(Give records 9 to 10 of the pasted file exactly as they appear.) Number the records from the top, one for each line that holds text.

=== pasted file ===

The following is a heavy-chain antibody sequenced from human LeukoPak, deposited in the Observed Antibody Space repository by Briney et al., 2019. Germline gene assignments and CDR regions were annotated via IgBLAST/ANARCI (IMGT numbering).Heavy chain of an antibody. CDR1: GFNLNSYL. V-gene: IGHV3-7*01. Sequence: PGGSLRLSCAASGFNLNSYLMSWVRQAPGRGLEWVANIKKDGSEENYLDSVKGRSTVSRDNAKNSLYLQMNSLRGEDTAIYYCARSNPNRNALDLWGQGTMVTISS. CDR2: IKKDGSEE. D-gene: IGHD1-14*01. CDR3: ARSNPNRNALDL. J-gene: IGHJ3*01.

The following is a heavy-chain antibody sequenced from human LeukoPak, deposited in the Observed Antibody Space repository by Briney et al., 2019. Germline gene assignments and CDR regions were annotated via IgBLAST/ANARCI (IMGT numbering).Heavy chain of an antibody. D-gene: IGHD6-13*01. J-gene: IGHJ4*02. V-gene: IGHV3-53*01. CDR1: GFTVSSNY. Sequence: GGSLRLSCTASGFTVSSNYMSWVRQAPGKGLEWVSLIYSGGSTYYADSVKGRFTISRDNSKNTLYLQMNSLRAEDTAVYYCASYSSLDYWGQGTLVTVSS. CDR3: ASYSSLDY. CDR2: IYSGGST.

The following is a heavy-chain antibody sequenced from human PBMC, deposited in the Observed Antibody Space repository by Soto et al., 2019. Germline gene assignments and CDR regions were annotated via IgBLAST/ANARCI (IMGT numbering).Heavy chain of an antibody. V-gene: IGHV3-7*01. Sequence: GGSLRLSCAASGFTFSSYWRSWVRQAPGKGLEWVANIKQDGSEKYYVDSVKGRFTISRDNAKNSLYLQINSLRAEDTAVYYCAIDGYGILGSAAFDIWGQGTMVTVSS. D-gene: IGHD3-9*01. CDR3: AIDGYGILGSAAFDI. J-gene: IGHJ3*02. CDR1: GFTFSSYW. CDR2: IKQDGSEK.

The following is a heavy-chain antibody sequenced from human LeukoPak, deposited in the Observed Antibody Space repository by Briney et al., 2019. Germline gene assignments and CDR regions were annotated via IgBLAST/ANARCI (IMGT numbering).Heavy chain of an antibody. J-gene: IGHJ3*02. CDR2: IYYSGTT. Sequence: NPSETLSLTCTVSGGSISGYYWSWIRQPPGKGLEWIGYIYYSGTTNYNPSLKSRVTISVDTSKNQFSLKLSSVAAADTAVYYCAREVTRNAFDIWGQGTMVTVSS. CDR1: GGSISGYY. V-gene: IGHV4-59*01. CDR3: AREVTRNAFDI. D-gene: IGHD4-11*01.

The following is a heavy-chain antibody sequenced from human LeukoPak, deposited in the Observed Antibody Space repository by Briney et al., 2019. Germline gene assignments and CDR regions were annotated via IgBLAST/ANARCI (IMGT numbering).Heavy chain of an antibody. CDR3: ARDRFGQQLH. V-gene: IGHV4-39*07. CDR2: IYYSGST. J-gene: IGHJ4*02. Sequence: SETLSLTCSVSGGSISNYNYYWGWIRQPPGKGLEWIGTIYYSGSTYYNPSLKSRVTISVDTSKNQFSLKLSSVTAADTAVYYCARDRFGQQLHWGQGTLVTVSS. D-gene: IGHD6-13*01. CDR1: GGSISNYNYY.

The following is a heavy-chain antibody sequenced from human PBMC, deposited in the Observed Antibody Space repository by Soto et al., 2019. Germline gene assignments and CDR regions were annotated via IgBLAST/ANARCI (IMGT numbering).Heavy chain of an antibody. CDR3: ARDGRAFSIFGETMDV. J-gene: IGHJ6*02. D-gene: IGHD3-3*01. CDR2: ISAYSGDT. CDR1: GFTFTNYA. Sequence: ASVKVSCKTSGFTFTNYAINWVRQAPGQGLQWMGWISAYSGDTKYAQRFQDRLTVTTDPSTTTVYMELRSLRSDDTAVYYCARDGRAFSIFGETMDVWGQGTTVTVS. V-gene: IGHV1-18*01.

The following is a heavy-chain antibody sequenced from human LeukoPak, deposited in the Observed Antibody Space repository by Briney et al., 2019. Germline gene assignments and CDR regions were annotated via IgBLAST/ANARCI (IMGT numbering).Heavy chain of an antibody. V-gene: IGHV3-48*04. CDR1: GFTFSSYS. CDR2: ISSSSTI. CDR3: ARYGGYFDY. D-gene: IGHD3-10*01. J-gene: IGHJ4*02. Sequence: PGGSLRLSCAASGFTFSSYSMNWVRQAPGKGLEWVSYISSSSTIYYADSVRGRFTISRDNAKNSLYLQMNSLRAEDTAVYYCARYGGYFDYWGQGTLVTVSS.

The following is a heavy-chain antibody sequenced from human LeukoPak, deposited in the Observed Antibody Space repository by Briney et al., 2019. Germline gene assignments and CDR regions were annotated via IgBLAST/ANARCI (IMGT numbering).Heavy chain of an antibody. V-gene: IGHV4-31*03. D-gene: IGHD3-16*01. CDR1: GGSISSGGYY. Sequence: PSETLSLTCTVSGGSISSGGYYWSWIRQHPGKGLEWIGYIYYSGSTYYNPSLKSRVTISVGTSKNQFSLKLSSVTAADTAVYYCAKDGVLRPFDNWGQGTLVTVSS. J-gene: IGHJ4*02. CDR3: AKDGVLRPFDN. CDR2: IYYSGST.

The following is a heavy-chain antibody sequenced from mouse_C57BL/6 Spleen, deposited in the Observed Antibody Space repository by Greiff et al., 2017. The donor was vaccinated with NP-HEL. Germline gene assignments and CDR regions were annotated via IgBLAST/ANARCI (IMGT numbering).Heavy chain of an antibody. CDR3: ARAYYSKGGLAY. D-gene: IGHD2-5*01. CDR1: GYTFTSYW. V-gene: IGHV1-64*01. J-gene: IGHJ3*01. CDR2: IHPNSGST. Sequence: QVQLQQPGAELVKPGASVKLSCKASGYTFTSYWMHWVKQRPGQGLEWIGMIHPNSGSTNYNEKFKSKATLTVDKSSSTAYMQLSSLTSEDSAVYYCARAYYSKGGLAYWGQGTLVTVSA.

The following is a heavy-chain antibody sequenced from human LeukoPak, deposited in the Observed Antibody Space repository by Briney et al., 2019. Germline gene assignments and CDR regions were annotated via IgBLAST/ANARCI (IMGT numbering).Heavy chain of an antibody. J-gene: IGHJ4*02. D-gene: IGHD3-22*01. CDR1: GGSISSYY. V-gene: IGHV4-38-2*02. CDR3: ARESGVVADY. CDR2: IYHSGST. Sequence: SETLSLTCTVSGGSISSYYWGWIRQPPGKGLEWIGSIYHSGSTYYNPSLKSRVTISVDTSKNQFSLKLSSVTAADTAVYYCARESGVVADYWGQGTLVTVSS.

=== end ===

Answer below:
The following is a heavy-chain antibody sequenced from mouse_C57BL/6 Spleen, deposited in the Observed Antibody Space repository by Greiff et al., 2017. The donor was vaccinated with NP-HEL. Germline gene assignments and CDR regions were annotated via IgBLAST/ANARCI (IMGT numbering).Heavy chain of an antibody. CDR3: ARAYYSKGGLAY. D-gene: IGHD2-5*01. CDR1: GYTFTSYW. V-gene: IGHV1-64*01. J-gene: IGHJ3*01. CDR2: IHPNSGST. Sequence: QVQLQQPGAELVKPGASVKLSCKASGYTFTSYWMHWVKQRPGQGLEWIGMIHPNSGSTNYNEKFKSKATLTVDKSSSTAYMQLSSLTSEDSAVYYCARAYYSKGGLAYWGQGTLVTVSA.

The following is a heavy-chain antibody sequenced from human LeukoPak, deposited in the Observed Antibody Space repository by Briney et al., 2019. Germline gene assignments and CDR regions were annotated via IgBLAST/ANARCI (IMGT numbering).Heavy chain of an antibody. J-gene: IGHJ4*02. D-gene: IGHD3-22*01. CDR1: GGSISSYY. V-gene: IGHV4-38-2*02. CDR3: ARESGVVADY. CDR2: IYHSGST. Sequence: SETLSLTCTVSGGSISSYYWGWIRQPPGKGLEWIGSIYHSGSTYYNPSLKSRVTISVDTSKNQFSLKLSSVTAADTAVYYCARESGVVADYWGQGTLVTVSS.